How tweed travels from the Scottish islands to the catwalks
In the crowded workshop of his home off the coast of northwest Scotland, Ian Mackay patiently weaves bright green wool, surrounded by sacks of cloth, spools and tools.
He makes a steady clicking noise as he pedals his machine in the shed of his small farm in the village of South Shawbost on the Isle of Lewis, keeping a close watch on any faults.
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“It’s hand-woven … or rather woven on foot,” jokes the 51-year-old weaver with his singing accent typical of the Outer Hebrides.
Mackay spins wool 10 hours a day, resting only on Sundays, when most shops and services are closed on the religiously conservative islands.
When finished, his piece, the authentic Harris Tweed, could be shipped halfway around the world, as the rough woolen fabric becomes more popular than ever.
Long associated with the windswept Scottish islands, the ecological and sustainable properties of textiles have inspired designers to be more environmentally friendly.
“It doesn’t matter what the weather is outside if you are weaving,” Mackay told AFP as an icy November wind blew over the ocher moor where sheep were grazing.
“There is no point in being very fast, in making mistakes. Better to do slow, quality work.”
That is its status, Harris Tweed, traditionally made from 100% virgin, non-recycled sheep’s wool, is the only fabric protected by an Act of Parliament.
The Harris Tweed Act of 1993 states that it “was hand-woven by the Islanders at home in the Outer Hebrides, finished in the Outer Hebrides, and made from pure virgin wool dyed and spun in the Outer Hebrides.”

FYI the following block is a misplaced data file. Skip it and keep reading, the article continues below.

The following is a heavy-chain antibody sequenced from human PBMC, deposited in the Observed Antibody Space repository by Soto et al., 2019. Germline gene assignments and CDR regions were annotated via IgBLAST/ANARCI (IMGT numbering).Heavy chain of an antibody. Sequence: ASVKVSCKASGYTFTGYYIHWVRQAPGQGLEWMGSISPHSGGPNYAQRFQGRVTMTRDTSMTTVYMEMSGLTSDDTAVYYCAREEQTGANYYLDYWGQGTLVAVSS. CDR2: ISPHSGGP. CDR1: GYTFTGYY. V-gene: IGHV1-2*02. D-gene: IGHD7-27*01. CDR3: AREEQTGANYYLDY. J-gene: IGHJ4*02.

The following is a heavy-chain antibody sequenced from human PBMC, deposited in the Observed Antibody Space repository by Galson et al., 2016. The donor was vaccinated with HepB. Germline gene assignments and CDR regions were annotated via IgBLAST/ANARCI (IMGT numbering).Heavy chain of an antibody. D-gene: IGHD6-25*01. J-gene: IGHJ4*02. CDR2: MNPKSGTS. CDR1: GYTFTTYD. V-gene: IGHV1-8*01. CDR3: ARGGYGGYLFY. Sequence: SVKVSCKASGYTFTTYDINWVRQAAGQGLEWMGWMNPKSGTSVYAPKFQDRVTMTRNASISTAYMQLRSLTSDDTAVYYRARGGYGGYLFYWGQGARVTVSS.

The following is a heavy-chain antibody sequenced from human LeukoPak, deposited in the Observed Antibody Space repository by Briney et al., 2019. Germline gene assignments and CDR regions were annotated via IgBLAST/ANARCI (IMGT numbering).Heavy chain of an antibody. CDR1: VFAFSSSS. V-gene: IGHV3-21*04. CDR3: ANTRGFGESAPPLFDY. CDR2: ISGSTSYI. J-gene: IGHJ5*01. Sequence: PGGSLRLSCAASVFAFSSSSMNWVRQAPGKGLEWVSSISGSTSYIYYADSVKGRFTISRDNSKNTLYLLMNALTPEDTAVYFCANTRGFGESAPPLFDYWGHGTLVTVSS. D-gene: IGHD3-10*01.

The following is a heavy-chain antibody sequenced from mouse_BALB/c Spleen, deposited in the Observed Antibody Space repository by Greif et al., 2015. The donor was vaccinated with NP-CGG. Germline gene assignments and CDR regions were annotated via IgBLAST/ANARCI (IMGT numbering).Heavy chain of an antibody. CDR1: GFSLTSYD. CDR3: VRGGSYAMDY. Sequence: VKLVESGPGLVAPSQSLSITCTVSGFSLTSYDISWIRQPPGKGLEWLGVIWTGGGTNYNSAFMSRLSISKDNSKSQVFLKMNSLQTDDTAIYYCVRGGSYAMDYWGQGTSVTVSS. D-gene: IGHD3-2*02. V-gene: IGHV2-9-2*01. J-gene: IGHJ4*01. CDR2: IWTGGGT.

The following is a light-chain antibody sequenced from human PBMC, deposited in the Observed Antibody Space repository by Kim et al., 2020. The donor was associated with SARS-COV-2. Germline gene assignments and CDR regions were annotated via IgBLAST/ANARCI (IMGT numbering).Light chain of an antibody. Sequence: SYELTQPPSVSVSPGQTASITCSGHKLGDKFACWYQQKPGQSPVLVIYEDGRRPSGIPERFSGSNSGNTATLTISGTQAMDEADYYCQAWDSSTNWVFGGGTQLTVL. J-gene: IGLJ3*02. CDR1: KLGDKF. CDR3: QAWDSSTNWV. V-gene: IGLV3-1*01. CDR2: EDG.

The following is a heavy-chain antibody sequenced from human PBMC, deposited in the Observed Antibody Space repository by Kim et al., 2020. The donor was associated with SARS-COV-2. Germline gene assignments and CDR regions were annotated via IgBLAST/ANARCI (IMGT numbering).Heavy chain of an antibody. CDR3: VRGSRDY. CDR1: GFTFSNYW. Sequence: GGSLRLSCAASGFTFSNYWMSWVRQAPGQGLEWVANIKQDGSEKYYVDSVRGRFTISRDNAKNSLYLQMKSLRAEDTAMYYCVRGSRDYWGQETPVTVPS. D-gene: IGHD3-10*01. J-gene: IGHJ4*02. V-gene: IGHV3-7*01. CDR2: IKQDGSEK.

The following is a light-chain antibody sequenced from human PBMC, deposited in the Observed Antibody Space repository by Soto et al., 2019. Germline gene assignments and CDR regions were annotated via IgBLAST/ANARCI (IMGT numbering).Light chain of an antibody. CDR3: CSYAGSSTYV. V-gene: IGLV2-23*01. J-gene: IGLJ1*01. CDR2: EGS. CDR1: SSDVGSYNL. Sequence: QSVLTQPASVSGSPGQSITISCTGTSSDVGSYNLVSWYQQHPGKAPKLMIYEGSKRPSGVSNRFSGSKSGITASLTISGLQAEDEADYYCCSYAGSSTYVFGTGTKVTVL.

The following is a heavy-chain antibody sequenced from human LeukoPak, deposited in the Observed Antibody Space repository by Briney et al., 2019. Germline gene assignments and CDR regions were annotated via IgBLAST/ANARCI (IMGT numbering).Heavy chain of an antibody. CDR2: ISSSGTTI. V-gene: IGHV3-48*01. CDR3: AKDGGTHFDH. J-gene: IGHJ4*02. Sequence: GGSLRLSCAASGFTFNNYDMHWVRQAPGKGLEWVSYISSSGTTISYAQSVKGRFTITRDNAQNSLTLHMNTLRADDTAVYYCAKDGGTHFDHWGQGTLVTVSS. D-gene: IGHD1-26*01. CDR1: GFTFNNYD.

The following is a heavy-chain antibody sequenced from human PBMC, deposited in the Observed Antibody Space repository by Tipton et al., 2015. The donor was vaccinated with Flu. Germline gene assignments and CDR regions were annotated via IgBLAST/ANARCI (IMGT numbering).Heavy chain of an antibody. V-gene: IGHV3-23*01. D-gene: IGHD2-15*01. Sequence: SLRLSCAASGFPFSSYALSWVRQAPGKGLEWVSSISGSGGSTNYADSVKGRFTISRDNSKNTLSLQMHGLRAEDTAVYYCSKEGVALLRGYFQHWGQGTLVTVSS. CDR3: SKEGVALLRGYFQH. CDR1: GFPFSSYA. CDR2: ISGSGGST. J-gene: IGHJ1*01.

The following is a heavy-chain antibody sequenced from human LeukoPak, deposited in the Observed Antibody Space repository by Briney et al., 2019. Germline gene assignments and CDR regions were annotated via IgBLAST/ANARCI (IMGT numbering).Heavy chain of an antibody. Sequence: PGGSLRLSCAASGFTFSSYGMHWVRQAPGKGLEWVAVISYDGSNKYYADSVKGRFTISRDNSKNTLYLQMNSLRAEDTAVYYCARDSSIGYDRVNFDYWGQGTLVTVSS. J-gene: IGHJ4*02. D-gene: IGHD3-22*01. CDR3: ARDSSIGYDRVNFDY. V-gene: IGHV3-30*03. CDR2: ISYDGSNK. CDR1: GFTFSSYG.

A distinctive embossed Orb globe with a cross on top certifies the origin and authenticity of the fabric.
Haute couture export
Harris Tweed, primarily woven with a plain weave, twill or herringbone structure, was originally associated with the British aristocracy and gentleman farmer.
Jackets and over-ovens made from the durable fabric that can withstand harsh climates were a must for traditional upper-class outdoor activities such as hunting and fishing.
But British designer Vivienne Westwood turned that image upside down by incorporating it into her punk wardrobe in a subversion of culture and tradition.
Now, other big brands, including Chanel, Dior, Yves Saint Laurent and Hermès, are making it a key part of their collections.
“Recently, we’ve been doing a lot of work with Polo Ralph Lauren in the United States,” said Margaret Ann Macleod, sales manager for Harris Tweed Hebrides.
Seventy people work in the company’s lakeside factory, where the wool is dyed and spun, then sent to some 120 home weavers, where the skills have been passed down for generations.
Once woven, it is sent back to the mill 18 miles from Lewis’s main town, Stornoway, to be washed, dried and finished at Shawbost Mill.
One-third of the Shawbost factory’s output goes to the UK, while two-thirds are exported to all corners of the world.
“We export a lot to France, Germany, Italy and many other countries in Europe,” Macleod said.
“We also have significant export business in South Korea, Japan and the United States, and China has also increasingly become a new export market for us.”
Color and culture
In total, some 160 home weavers live in the Outer Hebrides, working hand in hand with three factories that produce a total of 1.5 million meters of fabric each year.
Tweed, immortalized by Mr Toad, one of the main characters in Kenneth Grahame’s classic 1908 novel “The Wind in the Willows”, is used to make jackets, pants, coats, but also shoes, bags hand, armchairs and even teddy bears.
Fifteen years ago, the sportswear brand Nike chose Harris Tweed for a collection of sneakers, a huge publicity stunt for Hebridean artisans.
But more recently, audiences have rediscovered the fabric in its dozens of different patterns and shades through popular TV series.
From the aristocrats of “Downton Abbey” to the gangsters of “Peaky Blinders” and the royals in “The Crown”, virtually everyone wears tweed.
“We start with around 60 colors and we mix each of those colors to create over 180 different shades of yarn and they would reflect the landscape and seascape of the Outer Hebrides – rich browns are the hues of the moor, the blue of the the Atlantic Ocean, ”Macleod said.
“Young designers are arriving and looking for colors. They look for authenticity, the fact that we hand woven (and) create our own threads is very important to them.
“They want to capture a bit of the island, the Outer Hebrides as well in their designs.”
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